Lend me your ears, and I’ll share the tale of mine

in me, Me, ME!

At the risk of navel- (or earhole-) gazing, my inability to find reliable first-person narrative on my specific hearing issues leads me to believe there’s value in sharing the odyssey that recently led me to becoming a “relatively young” person with hearing aids.

No, I’m not “going deaf.” To the contrary, my hearing is mostly normal and has been relatively unchanged over the years. The issue is that there is a very specific frequency group at which everything goes akimbo:

My recent hearing test, which looks like every other hearing test I’ve done.

What does that mean? Here’s a chart from the audiologist with my trouble spots circled in red.

So, no problem at all, unless I want to hear my wife, alarms, phones, or music. Not depicted here is my hearing kryptonite: conversations in noisy restaurants or bars — things that are a significant part of my business week.

Audiologists have repeatedly told me that this looks like the kind of damage they see from soldiers or rock musicians, neither of which describe me. I solved the mystery some years ago, learning that my dad has the exact same pattern. The presumption, then, is that it’s a genetic thing.

I got my first hearing test about fifteen years ago, noting these problems. At the time, the state of technology was such that all that could be done with a hearing aid was to amplify everything, meaning that getting the trouble areas up to snuff would make everything else painfully loud.

For years my solution has been nearly no solution. At business lunches and events, I’ve had to focus attention intensely on whomever was speaking and behave as though the only people at a table were those right next to me. I generally made a strategic beeline for the middle of a table, but as noise escalated, I sometimes just gave up on all but immediate neighbors, especially when the least bit tired. I imagine that in some cases it made me seem aloof or uninterested, when I really just couldn’t hear beyond a dull roar.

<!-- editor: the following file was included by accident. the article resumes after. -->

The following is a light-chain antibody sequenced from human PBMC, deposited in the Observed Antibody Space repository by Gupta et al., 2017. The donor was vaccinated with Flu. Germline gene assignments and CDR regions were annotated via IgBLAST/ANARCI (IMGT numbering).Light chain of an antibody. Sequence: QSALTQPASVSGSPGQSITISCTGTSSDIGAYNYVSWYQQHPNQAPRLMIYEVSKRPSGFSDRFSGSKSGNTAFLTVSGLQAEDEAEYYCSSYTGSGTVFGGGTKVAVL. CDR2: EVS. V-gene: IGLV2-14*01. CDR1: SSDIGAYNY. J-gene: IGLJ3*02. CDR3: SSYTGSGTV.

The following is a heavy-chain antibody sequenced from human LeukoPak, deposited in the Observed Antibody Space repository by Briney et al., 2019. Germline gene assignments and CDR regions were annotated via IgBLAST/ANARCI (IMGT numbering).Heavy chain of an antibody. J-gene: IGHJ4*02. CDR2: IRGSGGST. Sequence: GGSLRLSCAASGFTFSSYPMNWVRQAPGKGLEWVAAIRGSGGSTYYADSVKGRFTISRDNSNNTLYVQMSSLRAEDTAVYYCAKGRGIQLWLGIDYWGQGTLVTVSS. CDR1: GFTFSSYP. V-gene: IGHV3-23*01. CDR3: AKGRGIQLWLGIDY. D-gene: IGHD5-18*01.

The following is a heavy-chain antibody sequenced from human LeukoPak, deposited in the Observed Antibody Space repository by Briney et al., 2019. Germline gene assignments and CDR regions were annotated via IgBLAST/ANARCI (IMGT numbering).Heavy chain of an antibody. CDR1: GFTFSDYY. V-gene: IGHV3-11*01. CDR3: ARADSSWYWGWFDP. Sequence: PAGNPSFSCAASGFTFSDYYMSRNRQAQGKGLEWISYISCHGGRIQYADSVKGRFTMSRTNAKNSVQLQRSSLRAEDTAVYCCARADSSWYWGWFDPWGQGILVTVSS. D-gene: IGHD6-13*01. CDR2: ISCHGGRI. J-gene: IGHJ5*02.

As gadgety as I am, I surprisingly hadn’t given thought to reinvestigating solutions until I was on a recent trip where I realized that one of my compatriots had some pretty sophisticated hearing aids going on. My big clue was that despite having no visible earbud he was taking calls. I inquired, and it turns out he had a similar pattern to mine, and that in addition to Bluetooth connection to phones, hearing aids had advanced in their discernment of different types of sound.

So, I paid a visit to Total Hearing Care in Dallas where Dr. Gloria Buckley validated the results of all my prior hearing exams. To my surprise, she had a set of custom-programmed hearing aids in my ears within a few minutes, and was able to recreate some noisy scenarios to test out the configuration. At the doctor’s request, Crystal attended with me, so we could nail down the settings with her voice overlaying distracting scenarios.

And just like that, I became a wearer of the Oticon Opn S1 miniRITE. I am fortunate that my insurer, BCBS, kind of covers it (counts towards deductible) and that Wells Fargo Health offers twelve months, no-interest. It’s a pricey piece of equipment, given the technology required to discern individual speech in a room full of noise, while being discreet enough to protect my vanity.

Unretouched photo of my hearing aids in action. Doubt you can find it without a seeing aid.

I’ve been using the aids for a week now, enough to give an early review.